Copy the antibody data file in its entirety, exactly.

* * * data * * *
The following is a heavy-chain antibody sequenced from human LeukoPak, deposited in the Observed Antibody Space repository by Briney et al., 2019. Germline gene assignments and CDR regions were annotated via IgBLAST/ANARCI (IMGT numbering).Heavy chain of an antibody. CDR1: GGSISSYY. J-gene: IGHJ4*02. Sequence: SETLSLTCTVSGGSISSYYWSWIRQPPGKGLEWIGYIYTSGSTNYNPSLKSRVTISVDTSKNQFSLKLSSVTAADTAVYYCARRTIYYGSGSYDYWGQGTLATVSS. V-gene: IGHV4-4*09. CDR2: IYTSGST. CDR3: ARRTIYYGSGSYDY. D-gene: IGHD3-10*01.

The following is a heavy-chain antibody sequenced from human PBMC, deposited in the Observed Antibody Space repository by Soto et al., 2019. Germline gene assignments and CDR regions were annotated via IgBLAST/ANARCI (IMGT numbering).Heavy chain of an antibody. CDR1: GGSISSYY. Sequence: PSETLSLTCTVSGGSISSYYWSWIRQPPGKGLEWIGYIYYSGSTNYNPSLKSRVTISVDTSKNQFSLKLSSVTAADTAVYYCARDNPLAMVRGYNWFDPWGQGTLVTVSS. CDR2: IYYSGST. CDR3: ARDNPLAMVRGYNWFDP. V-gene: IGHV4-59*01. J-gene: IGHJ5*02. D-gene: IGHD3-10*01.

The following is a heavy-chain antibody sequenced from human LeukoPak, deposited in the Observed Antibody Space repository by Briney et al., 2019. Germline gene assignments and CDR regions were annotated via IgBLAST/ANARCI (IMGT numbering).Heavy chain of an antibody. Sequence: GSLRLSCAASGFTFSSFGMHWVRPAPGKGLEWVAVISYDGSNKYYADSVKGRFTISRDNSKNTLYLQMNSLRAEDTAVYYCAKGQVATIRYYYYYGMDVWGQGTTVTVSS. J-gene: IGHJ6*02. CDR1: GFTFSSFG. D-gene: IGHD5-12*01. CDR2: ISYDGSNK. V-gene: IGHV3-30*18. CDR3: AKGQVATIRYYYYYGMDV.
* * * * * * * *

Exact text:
The following is a heavy-chain antibody sequenced from human LeukoPak, deposited in the Observed Antibody Space repository by Briney et al., 2019. Germline gene assignments and CDR regions were annotated via IgBLAST/ANARCI (IMGT numbering).Heavy chain of an antibody. CDR1: GGSISSYY. J-gene: IGHJ4*02. Sequence: SETLSLTCTVSGGSISSYYWSWIRQPPGKGLEWIGYIYTSGSTNYNPSLKSRVTISVDTSKNQFSLKLSSVTAADTAVYYCARRTIYYGSGSYDYWGQGTLATVSS. V-gene: IGHV4-4*09. CDR2: IYTSGST. CDR3: ARRTIYYGSGSYDY. D-gene: IGHD3-10*01.

The following is a heavy-chain antibody sequenced from human PBMC, deposited in the Observed Antibody Space repository by Soto et al., 2019. Germline gene assignments and CDR regions were annotated via IgBLAST/ANARCI (IMGT numbering).Heavy chain of an antibody. CDR1: GGSISSYY. Sequence: PSETLSLTCTVSGGSISSYYWSWIRQPPGKGLEWIGYIYYSGSTNYNPSLKSRVTISVDTSKNQFSLKLSSVTAADTAVYYCARDNPLAMVRGYNWFDPWGQGTLVTVSS. CDR2: IYYSGST. CDR3: ARDNPLAMVRGYNWFDP. V-gene: IGHV4-59*01. J-gene: IGHJ5*02. D-gene: IGHD3-10*01.

The following is a heavy-chain antibody sequenced from human LeukoPak, deposited in the Observed Antibody Space repository by Briney et al., 2019. Germline gene assignments and CDR regions were annotated via IgBLAST/ANARCI (IMGT numbering).Heavy chain of an antibody. Sequence: GSLRLSCAASGFTFSSFGMHWVRPAPGKGLEWVAVISYDGSNKYYADSVKGRFTISRDNSKNTLYLQMNSLRAEDTAVYYCAKGQVATIRYYYYYGMDVWGQGTTVTVSS. J-gene: IGHJ6*02. CDR1: GFTFSSFG. D-gene: IGHD5-12*01. CDR2: ISYDGSNK. V-gene: IGHV3-30*18. CDR3: AKGQVATIRYYYYYGMDV.